Some claim pork prices could fatten up by 60% when a new California law takes effect January 1, but this may be industry trade groups just hoping to bring home more bacon.
You may have been hearing hysteria for much of 2021 over a so-called looming bacon shortage. And indeed, bacon prices have gone up this year, though it's unclear whether that’s because of general inflation, supply chain issues, or just agricultural conglomerates crying like Chicken Little to justify price increases. But the California discussion of an alleged pork shortage comes thanks to a new animal cruelty prevention regulation set to take effect January 1, 2022, which some claim will increase the price of bacon “by 60%.”
"We’re saying this is not going to work," California Grocers Association spokesperson Nate Rose complains to the Associated Press, in a report picked up by KTVU. But that same report quotes a Humane Society organizer who dismisses this as"pork industry claims of the apocalypse."
This all springs from a 2018 California measure called Prop. 12, wherein 63% of voters approved a “ban the sale of (a) veal from calves, (b) pork from breeding pigs, and (c) eggs from hens when the animals are confined to areas below minimum square-feet requirements.” The livestock industry can transition pretty easily when it comes to chicken and eggs. But when it comes to bacon and pork, which require large adult pigs, they claim this will make it impossible to sell their pig products in California.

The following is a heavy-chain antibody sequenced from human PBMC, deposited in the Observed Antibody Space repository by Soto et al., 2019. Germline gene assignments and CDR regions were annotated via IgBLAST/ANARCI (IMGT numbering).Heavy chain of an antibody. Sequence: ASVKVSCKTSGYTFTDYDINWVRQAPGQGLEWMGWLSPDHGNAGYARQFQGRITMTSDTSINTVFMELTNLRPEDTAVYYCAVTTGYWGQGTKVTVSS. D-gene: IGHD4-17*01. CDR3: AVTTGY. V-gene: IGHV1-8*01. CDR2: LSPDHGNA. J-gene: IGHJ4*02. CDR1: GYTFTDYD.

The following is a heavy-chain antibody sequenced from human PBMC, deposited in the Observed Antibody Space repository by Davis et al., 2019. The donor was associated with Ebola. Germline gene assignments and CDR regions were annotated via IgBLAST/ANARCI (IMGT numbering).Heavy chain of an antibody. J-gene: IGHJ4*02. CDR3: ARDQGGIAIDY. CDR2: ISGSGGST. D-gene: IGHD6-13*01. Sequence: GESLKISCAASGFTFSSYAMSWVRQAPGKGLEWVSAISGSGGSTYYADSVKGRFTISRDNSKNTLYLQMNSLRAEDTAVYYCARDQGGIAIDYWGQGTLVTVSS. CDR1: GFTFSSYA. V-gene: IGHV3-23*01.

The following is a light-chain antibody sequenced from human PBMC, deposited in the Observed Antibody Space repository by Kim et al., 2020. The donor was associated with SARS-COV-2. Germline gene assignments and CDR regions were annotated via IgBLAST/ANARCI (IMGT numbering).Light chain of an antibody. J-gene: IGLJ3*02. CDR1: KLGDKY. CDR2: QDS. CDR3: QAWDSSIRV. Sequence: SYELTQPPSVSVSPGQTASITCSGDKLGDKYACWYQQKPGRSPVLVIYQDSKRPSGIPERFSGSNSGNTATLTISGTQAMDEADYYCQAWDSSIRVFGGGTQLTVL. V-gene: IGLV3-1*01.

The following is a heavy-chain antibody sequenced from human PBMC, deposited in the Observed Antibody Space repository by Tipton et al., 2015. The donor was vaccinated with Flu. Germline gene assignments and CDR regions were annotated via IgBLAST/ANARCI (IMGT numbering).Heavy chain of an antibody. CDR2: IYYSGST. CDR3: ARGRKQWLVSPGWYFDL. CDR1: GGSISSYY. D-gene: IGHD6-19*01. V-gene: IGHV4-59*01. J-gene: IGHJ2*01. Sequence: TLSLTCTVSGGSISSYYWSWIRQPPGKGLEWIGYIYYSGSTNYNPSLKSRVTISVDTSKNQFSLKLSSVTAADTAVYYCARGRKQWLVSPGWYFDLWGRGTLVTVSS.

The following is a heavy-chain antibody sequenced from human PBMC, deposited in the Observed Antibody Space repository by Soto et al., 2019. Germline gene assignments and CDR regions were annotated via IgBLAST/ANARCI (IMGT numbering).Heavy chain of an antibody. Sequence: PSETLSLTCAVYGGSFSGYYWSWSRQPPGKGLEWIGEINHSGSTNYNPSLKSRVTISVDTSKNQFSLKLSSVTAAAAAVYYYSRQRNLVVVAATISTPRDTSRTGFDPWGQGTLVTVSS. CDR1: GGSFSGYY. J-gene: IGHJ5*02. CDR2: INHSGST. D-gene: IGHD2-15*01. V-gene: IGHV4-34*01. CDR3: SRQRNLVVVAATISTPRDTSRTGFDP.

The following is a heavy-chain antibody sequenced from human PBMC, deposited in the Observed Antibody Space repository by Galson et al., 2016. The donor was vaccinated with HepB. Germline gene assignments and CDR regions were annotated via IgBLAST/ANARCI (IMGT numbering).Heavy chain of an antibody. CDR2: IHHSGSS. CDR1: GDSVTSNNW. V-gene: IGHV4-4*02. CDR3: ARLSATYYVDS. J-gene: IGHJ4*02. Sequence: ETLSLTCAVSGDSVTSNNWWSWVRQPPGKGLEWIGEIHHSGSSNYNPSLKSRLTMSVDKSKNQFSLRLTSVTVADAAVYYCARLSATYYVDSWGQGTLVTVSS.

The argument so far has been that it will cost pig farmers with over 1,000 animals about 15% more per animal to comply with the requirements — which simply call for giving the pigs enough room to turn around in their pens. But if California consumes 13% of the nation's pork, and the farms stand to lose that market, maybe they'll ultimately have to comply, and pass costs on to consumers.
Most California meat is raised outside the state, in the Midwest. The National Pork Producers Council sued over implementing the law, and were unsuccessful. But the AP reports on what is likely to be a more successful challenge; a lawsuit from the California Grocers Association and a number of other trade groups, asking for a “28-month delay until final regulations for enforcement of the rules are officially adopted.”
After all, the state just finished public comment on the new rules, a bureaucratic milestone, but one that means the regulations that are supposed to take effect January 1 are probably nowhere near ready yet.
So it’s likely we will see a delay in the implementation. But it’s also likely we’ll see pork prices increase on January 1 anyway, because trade groups are excellent at manipulating hysteria.
But these are the same trade groups that were curiously quiet when COVID-19 outbreaks hit meat-packing facilities. And frankly, maybe bacon should be an expensive delicacy to be enjoyed on rare occasions. The meat industry is destroying the planet, there are excellent plant-based alternatives to pork, and perhaps higher bacon prices are the right cure.
Image: @jamesrkern via Unsplash